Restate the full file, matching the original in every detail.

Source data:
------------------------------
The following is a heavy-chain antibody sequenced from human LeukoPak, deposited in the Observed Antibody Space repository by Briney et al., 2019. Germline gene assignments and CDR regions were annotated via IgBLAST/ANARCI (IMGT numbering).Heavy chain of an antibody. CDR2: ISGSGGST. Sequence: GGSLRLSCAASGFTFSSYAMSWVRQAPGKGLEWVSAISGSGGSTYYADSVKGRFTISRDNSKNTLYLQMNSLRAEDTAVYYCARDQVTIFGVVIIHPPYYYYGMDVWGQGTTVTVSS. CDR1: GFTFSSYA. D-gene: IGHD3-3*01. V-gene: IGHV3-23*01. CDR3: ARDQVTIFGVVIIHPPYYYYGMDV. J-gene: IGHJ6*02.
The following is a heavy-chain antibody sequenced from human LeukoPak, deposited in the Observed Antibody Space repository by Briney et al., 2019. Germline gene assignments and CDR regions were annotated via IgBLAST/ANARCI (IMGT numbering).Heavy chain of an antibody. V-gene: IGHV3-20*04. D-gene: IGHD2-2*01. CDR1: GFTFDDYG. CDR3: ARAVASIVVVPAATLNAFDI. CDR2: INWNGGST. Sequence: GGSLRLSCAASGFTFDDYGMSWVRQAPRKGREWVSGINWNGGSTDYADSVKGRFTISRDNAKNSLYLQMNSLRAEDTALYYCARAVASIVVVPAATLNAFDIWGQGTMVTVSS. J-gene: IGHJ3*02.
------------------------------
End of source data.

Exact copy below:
The following is a heavy-chain antibody sequenced from human LeukoPak, deposited in the Observed Antibody Space repository by Briney et al., 2019. Germline gene assignments and CDR regions were annotated via IgBLAST/ANARCI (IMGT numbering).Heavy chain of an antibody. CDR2: ISGSGGST. Sequence: GGSLRLSCAASGFTFSSYAMSWVRQAPGKGLEWVSAISGSGGSTYYADSVKGRFTISRDNSKNTLYLQMNSLRAEDTAVYYCARDQVTIFGVVIIHPPYYYYGMDVWGQGTTVTVSS. CDR1: GFTFSSYA. D-gene: IGHD3-3*01. V-gene: IGHV3-23*01. CDR3: ARDQVTIFGVVIIHPPYYYYGMDV. J-gene: IGHJ6*02.
The following is a heavy-chain antibody sequenced from human LeukoPak, deposited in the Observed Antibody Space repository by Briney et al., 2019. Germline gene assignments and CDR regions were annotated via IgBLAST/ANARCI (IMGT numbering).Heavy chain of an antibody. V-gene: IGHV3-20*04. D-gene: IGHD2-2*01. CDR1: GFTFDDYG. CDR3: ARAVASIVVVPAATLNAFDI. CDR2: INWNGGST. Sequence: GGSLRLSCAASGFTFDDYGMSWVRQAPRKGREWVSGINWNGGSTDYADSVKGRFTISRDNAKNSLYLQMNSLRAEDTALYYCARAVASIVVVPAATLNAFDIWGQGTMVTVSS. J-gene: IGHJ3*02.